SCORES of Swan Hill teachers engaged in a 24 hour work-stoppage yesterday in protest of State Government's financing of education in Victoria.
The introduction of performance-based pay and inadequate incentives for young people to enter the workforce were the main concerns of teachers, according to representatives of the strikers.
"Over the past year we have seen major cuts in education funding," one teacher commented.
"Soon there simply will not be enough money around to offer the quality programs that we have at the moment.
"More children will slip through the cracks as class sizes grow."
A spokeswoman for the Coalition Government told The Guardian the offer the Baillieu Government has made will make Victorian teachers the best paid in the country.
The offer includes a 2.5 per cent pay increase alongside the introduction of a new performance-based pay scheme.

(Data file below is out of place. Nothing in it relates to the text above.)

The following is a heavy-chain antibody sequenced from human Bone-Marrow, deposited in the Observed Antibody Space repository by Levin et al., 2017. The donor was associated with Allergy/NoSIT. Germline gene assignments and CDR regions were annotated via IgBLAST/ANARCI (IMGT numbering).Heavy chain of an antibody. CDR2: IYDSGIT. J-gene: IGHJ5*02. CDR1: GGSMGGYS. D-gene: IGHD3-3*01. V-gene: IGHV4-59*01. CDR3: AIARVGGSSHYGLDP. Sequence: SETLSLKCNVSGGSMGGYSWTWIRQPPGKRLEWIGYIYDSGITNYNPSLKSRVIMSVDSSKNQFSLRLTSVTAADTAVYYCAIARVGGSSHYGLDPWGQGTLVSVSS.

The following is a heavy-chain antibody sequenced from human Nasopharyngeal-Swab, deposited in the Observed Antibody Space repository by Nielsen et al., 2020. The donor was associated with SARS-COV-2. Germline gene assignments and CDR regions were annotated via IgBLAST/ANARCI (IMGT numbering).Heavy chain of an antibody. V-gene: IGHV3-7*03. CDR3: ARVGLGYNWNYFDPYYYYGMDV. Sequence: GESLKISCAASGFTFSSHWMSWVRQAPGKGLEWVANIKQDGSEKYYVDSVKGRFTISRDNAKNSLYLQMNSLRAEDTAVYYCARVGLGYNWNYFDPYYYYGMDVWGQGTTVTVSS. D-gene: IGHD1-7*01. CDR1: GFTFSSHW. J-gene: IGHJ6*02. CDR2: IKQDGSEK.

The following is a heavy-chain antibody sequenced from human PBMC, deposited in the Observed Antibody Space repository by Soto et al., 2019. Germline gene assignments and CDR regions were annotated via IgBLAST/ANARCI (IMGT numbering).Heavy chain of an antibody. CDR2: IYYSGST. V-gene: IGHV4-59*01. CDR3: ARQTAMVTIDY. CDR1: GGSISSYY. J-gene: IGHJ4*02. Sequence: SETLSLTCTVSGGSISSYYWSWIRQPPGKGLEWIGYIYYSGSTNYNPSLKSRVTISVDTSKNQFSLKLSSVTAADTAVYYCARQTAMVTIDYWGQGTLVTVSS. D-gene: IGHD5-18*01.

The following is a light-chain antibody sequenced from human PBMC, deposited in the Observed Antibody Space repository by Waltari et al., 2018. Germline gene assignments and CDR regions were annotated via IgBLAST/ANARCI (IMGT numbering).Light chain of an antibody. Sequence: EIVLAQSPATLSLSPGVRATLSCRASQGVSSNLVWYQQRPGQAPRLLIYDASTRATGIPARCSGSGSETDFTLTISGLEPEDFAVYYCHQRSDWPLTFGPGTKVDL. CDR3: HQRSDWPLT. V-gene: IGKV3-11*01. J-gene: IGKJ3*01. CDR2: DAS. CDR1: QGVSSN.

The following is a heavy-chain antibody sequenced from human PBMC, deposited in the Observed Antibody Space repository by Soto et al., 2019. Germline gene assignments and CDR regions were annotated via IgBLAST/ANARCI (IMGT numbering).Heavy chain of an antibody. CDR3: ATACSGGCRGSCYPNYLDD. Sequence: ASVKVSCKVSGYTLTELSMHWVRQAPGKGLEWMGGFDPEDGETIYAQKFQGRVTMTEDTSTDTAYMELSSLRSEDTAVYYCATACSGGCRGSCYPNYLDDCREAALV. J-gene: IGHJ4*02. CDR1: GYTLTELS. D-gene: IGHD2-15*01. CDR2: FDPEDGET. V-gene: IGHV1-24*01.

"The AEU's demand for a 30 per cent pay rise with no performance targets is out of touch with the workplaces of most Victorian parents," the spokeswoman said.
"We urge the AEU to return to negotiating with government.
We are disappointed that in favour continued negotiating teachers are going ahead with this course of action."
Striking teachers questioned the accuracy of the government's comments.
"No, we won't be the best paid because the government is only talking about a very small percentage of teachers," a representative from Swan Hill Primary said.
"You can't compare a school to a factory or product."
The Coalition spokeswoman said the government understood that strikes were difficult on families as personal and professional lives were centred around the school timetable.
Teachers returned to work today with no further strikes announced.